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Jay Freeman wrote:
>...surely there is another issue, one of transport. Birds -- >quite large
birds -- can easily reach any island in the world. >Non-marine mammals and
non-marine reptiles have it tough. >With a large bird already well along the
route of filling the >large-predator niche, any mammalian arrival would
likely >have a difficult time establishing itself, much less evolving >larger
descendents to fill other niches.
>Of course, in modern times, mammals are devastatingly >successful
competitors on essentially all oceanic islands >where humans haveintroduced
them -- it's not that they can't >compete, it is that geography has never
given them the >opportunity to do so.
So. It doesn't look like even small mammals (such as feral rats and cats)
have much trouble displacing birds, just that they have a tougher time
reaching the islands to begin with.
Of course, in the Mesozoic, there would have been no "artificial" modes of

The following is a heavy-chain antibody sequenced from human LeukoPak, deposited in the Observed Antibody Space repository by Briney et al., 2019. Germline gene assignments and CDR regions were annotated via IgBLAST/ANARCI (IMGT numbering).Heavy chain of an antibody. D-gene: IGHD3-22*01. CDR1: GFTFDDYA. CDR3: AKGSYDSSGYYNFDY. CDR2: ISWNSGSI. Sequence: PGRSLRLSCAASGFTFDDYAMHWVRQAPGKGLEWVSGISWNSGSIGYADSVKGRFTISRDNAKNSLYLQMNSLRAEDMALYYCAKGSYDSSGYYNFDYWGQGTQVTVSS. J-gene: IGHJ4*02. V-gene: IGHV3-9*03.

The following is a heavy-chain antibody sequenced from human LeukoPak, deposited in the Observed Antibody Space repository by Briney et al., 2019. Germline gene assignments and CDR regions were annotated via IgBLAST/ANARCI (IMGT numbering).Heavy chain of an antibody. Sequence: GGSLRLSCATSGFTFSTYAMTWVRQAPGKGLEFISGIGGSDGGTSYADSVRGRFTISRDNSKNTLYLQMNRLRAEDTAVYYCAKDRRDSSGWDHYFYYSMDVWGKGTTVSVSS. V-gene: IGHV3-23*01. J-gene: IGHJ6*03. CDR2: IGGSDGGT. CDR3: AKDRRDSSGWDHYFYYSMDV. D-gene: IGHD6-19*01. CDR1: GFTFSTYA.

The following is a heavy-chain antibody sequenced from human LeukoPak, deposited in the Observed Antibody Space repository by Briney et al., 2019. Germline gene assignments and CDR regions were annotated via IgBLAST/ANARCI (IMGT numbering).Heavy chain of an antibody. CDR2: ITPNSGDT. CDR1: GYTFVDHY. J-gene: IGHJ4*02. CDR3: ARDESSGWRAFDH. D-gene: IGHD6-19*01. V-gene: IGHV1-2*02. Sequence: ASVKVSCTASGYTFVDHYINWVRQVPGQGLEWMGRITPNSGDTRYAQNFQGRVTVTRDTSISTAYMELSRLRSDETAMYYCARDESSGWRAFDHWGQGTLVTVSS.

transports, as with human introduction.
I'd expect a Cretaceous "Galapagos" to look a lot like the modern one.
Plesiosaurs would have filled in the pinniped role, and sea birds and
pterosaurs would have filled in the roles that birds do today, with
sea-feeding generalists and terrestrial specialists adapting to whatever was
>The only island ecosystem I can think of, in which the top >predator prior
to human intervention is a non-avian tetrapod >that seems substantially to
have evolved in place (rather than >being a small modification of something
that came with the >island, as in Tasmania or Madagascar), is Komodo...
Which might be seen as an extension of the situation in Australia, where
reptiles remained (relatively speaking) more important as high-level
predators than is most other parts of the world. The varanid _Megalania_ was
far larger (22+ ft. or so) than any of the Australian mammalian predators,
though it undoubtedly filled a slightly different niche than the marsupial
Caitlin R. Kiernan